Paris does not simply fall asleep after the sun sets. The crowds thin out, another kind of “fête des lumières” takes center stage and the city becomes a different kind of museum. Sure it is more silent, footsteps echo on the cobble stone streets, yet the moonlight and the symphony of the lights adorning the magnificent buildings provide strollers with a different kind of energy to move.
How Parisians seem to make impeccable beauty and harmony look effortless, both during the day and at night totally eludes me.
That particular evening I strolled around the part of the Boulevard Haussmann between Chaussée d’Antin et Havre Caumartin metro stations in the 9th area, where the famous Printemps and Galeries Lafayettes department stores are located, and behind and around the Paris Opera Garnier, past the then dormant Apple store. That evening stroll turned out to be another Parisian urban pleasure for sure.
Since its inauguration in October 1912, the flagship Galeries Lafayette has remained true to its byword – offering the “best merchandise in all of Paris”. Serving up both fashion and innovation, the window displays have always been instrumental in setting the scene, with aspirational designs to tempt customers into the store. The Haussmann department store is famed as the second top tourist attraction, after the Eiffel Tower, one of the must-see “greats” in the capital.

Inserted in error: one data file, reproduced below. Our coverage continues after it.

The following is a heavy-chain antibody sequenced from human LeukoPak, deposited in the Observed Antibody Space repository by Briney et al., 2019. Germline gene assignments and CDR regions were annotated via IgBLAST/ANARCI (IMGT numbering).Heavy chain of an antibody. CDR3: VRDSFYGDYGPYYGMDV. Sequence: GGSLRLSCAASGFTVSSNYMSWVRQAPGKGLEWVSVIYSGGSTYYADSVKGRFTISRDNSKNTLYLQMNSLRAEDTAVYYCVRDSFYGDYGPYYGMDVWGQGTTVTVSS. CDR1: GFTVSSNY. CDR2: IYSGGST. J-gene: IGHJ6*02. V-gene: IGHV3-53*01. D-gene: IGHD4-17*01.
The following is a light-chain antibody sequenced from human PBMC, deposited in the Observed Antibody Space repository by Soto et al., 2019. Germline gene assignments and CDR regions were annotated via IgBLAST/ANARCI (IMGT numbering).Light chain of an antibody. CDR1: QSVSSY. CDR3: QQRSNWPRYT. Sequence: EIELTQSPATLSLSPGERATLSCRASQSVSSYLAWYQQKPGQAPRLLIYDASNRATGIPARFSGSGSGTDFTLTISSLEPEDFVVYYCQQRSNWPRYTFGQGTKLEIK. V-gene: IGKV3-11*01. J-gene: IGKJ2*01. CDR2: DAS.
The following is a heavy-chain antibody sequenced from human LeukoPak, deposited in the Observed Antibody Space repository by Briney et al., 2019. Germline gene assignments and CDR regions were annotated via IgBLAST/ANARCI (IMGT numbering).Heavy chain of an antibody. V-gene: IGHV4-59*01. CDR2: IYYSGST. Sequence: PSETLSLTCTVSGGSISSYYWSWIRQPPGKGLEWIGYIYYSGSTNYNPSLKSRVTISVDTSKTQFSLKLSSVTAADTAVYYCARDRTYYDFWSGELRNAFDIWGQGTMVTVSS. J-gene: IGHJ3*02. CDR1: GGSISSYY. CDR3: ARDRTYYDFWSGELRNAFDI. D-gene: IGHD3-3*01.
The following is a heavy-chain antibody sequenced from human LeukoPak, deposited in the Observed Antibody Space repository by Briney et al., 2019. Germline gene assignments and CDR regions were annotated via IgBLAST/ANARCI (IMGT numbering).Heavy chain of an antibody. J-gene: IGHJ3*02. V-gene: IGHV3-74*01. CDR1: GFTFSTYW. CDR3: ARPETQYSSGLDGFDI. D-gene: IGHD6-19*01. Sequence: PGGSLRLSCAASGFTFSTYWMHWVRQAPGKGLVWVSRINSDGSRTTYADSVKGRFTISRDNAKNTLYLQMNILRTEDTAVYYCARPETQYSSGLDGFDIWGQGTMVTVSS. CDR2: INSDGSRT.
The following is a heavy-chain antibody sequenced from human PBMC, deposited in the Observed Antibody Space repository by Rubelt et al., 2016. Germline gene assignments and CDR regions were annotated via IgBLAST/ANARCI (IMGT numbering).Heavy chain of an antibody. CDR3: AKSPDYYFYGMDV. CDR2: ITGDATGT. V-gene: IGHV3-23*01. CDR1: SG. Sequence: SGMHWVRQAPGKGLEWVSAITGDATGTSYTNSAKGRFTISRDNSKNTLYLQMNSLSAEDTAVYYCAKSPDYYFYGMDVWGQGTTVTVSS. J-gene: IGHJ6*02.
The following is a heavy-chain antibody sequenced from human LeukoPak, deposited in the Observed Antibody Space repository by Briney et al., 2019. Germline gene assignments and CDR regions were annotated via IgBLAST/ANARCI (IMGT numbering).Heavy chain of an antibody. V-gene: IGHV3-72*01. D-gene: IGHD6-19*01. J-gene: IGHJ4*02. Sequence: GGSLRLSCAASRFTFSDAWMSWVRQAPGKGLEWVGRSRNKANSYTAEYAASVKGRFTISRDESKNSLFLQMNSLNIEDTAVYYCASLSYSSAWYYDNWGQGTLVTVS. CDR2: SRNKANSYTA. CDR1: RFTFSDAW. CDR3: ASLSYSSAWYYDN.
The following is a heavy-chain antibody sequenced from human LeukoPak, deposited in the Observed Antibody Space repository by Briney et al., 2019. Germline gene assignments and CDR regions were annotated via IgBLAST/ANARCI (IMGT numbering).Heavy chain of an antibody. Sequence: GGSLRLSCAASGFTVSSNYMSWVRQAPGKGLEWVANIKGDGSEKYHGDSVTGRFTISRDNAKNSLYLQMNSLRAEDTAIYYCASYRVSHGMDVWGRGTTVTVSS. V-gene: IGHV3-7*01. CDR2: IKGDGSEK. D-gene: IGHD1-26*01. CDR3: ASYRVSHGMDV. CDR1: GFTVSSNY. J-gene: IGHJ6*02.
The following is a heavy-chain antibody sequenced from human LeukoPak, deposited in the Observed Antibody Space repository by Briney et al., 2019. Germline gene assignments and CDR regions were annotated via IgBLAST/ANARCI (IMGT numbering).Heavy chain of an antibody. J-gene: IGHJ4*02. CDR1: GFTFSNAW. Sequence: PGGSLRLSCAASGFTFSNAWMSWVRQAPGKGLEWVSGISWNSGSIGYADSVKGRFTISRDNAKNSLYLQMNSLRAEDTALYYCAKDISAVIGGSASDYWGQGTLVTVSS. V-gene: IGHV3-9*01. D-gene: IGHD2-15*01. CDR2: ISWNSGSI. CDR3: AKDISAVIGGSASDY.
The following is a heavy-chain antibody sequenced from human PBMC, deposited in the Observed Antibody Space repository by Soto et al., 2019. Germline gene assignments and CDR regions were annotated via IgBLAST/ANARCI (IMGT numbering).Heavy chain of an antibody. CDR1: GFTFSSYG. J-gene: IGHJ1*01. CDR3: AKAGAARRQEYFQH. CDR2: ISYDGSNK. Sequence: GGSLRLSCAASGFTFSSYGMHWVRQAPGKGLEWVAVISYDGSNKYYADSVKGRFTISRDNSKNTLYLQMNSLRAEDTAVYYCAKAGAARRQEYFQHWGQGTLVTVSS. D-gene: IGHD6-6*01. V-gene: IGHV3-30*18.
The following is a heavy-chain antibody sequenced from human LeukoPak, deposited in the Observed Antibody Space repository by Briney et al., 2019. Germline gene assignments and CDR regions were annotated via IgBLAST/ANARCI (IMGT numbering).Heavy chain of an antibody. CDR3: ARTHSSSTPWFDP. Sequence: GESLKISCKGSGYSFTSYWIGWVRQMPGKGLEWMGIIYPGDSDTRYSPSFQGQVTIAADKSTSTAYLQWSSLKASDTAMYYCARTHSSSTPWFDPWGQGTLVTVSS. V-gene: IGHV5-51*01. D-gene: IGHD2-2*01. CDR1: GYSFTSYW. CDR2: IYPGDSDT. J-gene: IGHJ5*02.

During the day golden lights filter through its domed roof, bathing the hallway and the products in sunlight. That evening the magnificent building built and decorated in the style of Paris Art Nouveau by artists from the École de Nancy was aglow in red and white neon sticks – provocative, sensual yet warm.
The iconic symbol of Galeries Lafayette, the 43 metre dome, was radiant in a flirtatious red. The Neo-byzantine stained glass windows designed by the master glass-maker Jacques Gruber completely hidden in the dark of the night.